Senior leaders should consider seeking external support from the Student Achievement Function Practitioner (SAF) to assist in these areas.

3 Curriculum

How effectively does this school’s curriculum promote and support student learning?

Senior leaders and teachers are working towards a curriculum that effectively promotes and supports student learning. Students are provided with a broad range of subjects that cater for their strengths and interests. They also have access to a range of qualification and vocational pathways, tertiary and industry-based courses, as well as a range of sporting and cultural events and activities.

Teachers continue to participate in professional learning and development to strengthen and enhance their teaching practice. There are regular opportunities for teachers to discuss and reflect on their practice and to assume leadership roles.

ERO observed some teachers successfully using a range of strategies to promote student learning. In these instances:

  • high expectations for learning and behaviour were promoted and reinforced
  • assessment data was well used to guide teaching and learning
  • open-ended questions promoted thinking and learning
  • lessons were well paced and purposeful
  • student learning activities and content were relevant, authentic and interesting.

However, some teachers were not sufficiently engaging students, in interesting and stimulating learning, resulting in low levels of student motivation and off-task behaviour. It is necessary for senior managers to revisit expectations for effective teaching and implement more robust systems for monitoring and evaluating the effectiveness of teaching and learning.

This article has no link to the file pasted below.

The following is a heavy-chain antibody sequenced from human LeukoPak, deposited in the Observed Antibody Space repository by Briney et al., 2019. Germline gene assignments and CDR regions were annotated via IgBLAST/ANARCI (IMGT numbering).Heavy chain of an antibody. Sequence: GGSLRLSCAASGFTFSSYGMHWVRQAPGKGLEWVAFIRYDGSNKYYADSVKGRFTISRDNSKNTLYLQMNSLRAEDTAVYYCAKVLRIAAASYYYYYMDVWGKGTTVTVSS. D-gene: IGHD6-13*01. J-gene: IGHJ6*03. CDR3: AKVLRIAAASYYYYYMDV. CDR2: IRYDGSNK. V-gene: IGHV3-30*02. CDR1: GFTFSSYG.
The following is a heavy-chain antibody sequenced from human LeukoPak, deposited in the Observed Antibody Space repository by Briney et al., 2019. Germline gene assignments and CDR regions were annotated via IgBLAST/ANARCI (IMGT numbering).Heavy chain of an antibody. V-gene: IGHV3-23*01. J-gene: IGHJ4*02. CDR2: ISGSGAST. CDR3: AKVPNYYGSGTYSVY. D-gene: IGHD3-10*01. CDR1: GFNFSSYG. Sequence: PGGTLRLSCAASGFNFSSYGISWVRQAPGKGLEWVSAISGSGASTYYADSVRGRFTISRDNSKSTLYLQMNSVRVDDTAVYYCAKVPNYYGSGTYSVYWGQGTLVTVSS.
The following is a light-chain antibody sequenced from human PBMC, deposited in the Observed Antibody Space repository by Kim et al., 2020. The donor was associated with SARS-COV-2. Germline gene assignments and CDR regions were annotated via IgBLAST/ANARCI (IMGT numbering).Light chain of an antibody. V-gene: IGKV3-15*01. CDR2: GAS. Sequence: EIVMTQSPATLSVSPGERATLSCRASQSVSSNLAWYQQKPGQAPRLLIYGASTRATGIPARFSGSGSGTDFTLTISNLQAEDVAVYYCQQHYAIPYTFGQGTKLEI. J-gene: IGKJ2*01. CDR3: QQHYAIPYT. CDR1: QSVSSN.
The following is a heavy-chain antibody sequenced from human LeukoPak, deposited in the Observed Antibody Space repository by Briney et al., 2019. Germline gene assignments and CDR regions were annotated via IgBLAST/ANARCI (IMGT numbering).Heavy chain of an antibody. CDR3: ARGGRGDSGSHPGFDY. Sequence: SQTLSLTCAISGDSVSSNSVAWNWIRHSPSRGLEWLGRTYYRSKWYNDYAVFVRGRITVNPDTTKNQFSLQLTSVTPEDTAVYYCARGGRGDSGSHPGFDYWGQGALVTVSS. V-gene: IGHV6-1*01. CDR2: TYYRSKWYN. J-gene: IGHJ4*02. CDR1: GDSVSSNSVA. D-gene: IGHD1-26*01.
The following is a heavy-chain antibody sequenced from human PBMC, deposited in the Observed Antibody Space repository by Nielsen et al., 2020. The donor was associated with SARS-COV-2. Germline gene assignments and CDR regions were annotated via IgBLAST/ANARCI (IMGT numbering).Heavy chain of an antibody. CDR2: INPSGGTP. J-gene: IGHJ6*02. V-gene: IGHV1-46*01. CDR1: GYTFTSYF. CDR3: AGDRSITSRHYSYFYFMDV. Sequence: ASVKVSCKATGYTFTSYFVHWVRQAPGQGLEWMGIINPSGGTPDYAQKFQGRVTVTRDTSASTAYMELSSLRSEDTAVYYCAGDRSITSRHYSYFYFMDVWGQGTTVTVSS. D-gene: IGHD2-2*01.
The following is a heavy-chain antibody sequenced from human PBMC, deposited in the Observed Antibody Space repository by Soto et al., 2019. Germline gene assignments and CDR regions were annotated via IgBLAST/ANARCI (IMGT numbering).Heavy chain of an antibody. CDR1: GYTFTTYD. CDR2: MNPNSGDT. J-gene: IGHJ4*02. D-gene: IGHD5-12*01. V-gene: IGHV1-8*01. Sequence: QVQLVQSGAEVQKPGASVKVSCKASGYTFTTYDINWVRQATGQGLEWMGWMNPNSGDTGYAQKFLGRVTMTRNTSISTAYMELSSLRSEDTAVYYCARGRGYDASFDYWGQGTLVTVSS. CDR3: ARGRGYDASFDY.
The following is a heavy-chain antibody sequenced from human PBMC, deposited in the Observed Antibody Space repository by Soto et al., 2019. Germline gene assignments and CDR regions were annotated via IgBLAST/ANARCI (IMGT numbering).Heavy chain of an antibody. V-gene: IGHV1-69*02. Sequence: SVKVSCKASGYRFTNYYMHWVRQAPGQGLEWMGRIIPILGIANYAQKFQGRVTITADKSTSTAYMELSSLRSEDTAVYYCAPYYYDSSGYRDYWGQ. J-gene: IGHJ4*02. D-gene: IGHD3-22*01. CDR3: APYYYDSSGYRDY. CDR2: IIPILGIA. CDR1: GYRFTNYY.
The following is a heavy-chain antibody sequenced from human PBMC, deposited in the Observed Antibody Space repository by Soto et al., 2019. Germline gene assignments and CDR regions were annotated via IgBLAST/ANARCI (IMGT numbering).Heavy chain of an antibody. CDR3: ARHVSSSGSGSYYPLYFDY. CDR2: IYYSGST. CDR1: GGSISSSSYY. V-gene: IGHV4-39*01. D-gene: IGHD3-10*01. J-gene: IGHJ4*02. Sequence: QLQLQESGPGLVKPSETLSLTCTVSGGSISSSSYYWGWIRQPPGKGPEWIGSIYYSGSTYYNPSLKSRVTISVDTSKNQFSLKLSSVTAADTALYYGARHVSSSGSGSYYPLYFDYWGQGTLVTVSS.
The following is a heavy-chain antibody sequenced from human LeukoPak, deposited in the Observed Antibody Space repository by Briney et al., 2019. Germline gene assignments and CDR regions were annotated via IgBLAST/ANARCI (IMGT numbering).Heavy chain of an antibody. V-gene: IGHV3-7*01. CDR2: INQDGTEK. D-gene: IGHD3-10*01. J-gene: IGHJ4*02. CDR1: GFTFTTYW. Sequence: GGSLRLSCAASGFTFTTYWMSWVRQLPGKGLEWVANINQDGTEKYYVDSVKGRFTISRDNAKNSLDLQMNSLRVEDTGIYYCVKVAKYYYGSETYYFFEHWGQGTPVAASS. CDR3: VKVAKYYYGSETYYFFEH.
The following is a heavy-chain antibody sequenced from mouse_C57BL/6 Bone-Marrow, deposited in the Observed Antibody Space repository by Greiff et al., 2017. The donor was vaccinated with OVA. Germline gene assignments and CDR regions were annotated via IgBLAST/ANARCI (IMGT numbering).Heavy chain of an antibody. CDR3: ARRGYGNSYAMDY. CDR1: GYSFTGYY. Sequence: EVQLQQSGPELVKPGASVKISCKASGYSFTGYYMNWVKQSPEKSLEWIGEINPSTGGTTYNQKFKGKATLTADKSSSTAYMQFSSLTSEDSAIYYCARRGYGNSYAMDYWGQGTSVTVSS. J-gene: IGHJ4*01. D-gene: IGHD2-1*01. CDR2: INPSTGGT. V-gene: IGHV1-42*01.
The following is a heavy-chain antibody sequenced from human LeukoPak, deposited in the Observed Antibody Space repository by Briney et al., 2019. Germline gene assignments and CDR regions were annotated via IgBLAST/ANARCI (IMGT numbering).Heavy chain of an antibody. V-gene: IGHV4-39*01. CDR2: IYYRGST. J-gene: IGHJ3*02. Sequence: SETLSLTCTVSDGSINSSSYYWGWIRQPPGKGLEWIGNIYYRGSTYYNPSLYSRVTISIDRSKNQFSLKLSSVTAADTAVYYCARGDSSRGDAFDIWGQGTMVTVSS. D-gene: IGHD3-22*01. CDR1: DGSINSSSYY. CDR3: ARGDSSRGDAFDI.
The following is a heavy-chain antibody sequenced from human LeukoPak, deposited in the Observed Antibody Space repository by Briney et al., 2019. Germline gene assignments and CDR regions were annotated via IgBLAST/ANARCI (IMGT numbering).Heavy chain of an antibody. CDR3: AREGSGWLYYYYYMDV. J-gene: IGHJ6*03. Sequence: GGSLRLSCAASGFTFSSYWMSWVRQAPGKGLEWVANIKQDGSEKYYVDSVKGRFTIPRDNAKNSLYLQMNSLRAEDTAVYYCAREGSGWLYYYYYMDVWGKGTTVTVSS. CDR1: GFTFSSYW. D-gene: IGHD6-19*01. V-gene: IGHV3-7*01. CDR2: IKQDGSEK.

How effectively does the school promote educational success for Māori, as Māori?

There are many examples of strategies being used by the school to promote educational success for Māori students. The school has been involved in sustained professional development to raise the achievement of Māori students. Māori students’ culture and language are acknowledged and affirmed through many initiatives and programmes such as kapa haka, Matariki celebrations, manu korero and te reo Māori courses and the Years 9 and 10 high achievers class.

National Certificate of Educational Achievement (NCEA) results in 2011 show that Māori students were achieving at levels similar to students in other schools of a similar profile nationally. School data also shows that a high number of Māori students are not participating in Level 1 NCEA. ERO recommends senior leaders take significant steps towards improving student achievement and engagement for groups of Māori students.

4 Sustainable Performance